Alun Probert is a media veteran and commentator. He heads up the GovCom group, specializing in public sector and mass market communications and coaches teams in effective marketing, communications and brand management. Find out more on alunprobert.com
The debate about whether people should be working in marketing roles without a marketing qualification is an interesting one. It's surely one of only a handful of professions where the conversation could even arise. When we call a local electrician or plumber, we assume they've learned their trade the old fashioned way. It's hopefully safe to assume that the nations leading architects, lawyers and accountants are also staffed by people with letters after their name.
So why would marketing be different?
In the age of the Gruen Transfer, everyone has an opinion on marketing and advertising. Thoughts on which TV shows are good and bad, why people buy things and what makes us more loyal to one product than another. Few people nowadays would struggle to define the different product positioning of, say, Audi and Skoda. And everybody understands that being able to buy a product from the States at half the price it retails for in Australia is a threat to our high street.
Because, of course, we are all consumers. We can all go through life without ever seeing an architects drawing or researching legal precedent. But everyday, we experience "marketing" in our day to day life. We know that it's cheaper to buy stuff from a supermarket than a convenience store. We understand why picking up a takeaway is cheaper than having it delivered. And despite knowing that we're paying more for the label, we continue to buy "prestige" clothes, golf clubs, cars and televisions.
So is it any wonder that everyone's a marketing expert?
I've worked in marketing all my life. It just so happens that having finished my Communications degree, I took a post graduate qualification at the British Institute of Marketing. In 1985. Before desktop publishing, before the Internet, before email and long before "digital". I learned the 4 or 5 P's of marketing and the work of Porter and Drucker. And since then I have run teams promoting and launching magazines and newspapers, run a product sampling and TV business and more recently spent a decade managing Government communications.
Much of what I learned at college 30 years ago is less relevant now. But then I've never been a fan of cookie cutter models and always treat each business challenge as unique. I struggle nowadays with the notion of "digital by default" as that's too much emphasis on channel. I struggle with the "freemium" model as that's too much emphasis on price. And so on.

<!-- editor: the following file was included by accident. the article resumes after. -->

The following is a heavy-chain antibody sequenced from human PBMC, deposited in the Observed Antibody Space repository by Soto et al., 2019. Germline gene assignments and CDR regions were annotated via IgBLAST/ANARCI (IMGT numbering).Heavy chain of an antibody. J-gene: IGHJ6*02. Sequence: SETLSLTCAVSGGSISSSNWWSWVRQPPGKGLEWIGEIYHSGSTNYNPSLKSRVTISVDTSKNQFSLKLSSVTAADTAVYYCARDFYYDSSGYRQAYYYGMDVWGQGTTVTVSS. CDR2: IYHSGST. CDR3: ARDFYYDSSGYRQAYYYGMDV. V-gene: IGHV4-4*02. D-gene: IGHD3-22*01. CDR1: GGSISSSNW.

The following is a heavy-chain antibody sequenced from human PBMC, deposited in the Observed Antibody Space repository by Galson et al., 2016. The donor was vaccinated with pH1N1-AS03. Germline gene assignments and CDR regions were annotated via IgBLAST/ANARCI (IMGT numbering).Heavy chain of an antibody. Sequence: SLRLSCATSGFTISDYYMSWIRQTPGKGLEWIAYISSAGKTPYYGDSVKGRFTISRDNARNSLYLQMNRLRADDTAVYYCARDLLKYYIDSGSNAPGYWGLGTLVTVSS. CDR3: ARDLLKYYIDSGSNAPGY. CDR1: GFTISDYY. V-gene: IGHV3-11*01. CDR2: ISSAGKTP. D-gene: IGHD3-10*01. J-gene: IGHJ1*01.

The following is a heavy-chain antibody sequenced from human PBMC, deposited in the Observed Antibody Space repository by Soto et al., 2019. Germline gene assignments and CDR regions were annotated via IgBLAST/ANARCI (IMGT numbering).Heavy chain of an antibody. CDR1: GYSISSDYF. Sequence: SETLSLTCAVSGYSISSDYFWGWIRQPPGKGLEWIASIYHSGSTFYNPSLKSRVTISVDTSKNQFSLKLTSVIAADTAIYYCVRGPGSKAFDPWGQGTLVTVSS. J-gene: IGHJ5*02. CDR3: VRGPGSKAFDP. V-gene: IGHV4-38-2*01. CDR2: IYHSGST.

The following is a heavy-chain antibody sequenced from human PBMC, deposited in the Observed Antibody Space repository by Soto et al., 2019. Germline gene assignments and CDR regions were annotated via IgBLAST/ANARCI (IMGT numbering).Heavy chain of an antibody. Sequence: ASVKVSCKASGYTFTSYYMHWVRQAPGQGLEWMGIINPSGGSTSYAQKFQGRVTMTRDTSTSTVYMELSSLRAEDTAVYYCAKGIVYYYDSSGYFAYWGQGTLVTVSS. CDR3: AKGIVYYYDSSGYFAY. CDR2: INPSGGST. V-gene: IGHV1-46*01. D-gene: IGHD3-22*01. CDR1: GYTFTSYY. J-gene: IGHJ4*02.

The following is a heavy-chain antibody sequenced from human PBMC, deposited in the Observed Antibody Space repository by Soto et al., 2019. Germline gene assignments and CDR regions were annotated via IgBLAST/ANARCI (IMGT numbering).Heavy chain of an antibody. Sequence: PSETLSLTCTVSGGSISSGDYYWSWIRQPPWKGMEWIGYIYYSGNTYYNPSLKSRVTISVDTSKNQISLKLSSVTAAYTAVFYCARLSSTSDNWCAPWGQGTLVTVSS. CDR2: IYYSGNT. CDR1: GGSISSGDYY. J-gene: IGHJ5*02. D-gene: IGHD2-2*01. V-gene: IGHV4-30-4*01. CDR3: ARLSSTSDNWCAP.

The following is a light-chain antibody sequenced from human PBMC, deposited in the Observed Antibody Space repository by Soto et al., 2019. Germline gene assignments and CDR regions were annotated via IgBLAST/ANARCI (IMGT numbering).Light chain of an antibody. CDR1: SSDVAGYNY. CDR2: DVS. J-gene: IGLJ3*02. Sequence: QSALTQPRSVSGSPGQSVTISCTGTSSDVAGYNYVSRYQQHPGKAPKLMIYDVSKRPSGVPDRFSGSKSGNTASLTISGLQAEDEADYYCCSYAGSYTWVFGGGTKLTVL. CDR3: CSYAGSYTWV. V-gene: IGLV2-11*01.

I've sat in hundreds of meetings with creative types looking at different slogans and advertising ideas and had great fun experimenting with different ways of doing things. I've attached golf balls and tins of cat food to magazines (not at the same time) and paid someone to project an image of Kylie Minogue on public buildings. It's a fun industry to work in. But that's not the essence of marketing.
Something that my marketing education taught me is to have absolute polar clarity about the outcome I am trying to achieve. And to have a really clear understanding about how I'm going to measure it. I want to be that guy who does know which 50% of his advertising is working.
I learned the difference between strategy and tactics and the importance of understanding the part that each of the elements of a tactical plan play in creating outcomes. And the importance of understanding the relative value of each channel to help allocate funds accordingly.
I've since learned that logic and customer behaviour may not go hand in hand. How else to explain that during an "obesity epidemic", one of Australia's fastest growing franchises was Krispy Kreme donuts.
Or indeed to explain "Pokemon Go".
I've also learned that through review and analysis, products can be continually tweaked to better suit the tastes of the consumer. To give it an edge in the marketplace. Students of the astounding success of lads magazine FHM (funny, sexy, useful) a few years ago are always surprised to learn that the first five issues had a bloke on the cover. It's equally easy to forget as Hollywood releases the third Steve Jobs biopic, that for years Apple had just 5% of the world's computer market.
Sometimes, things just don't go to plan.
Do people in marketing need qualifications? Probably. but there's no denying the value of experience and there's no better way to learn than recovering from your mistakes. But one thing is for sure. Truly great marketing isn't half as easy as it sometimes looks. Anyone fancy a Cherry Coke?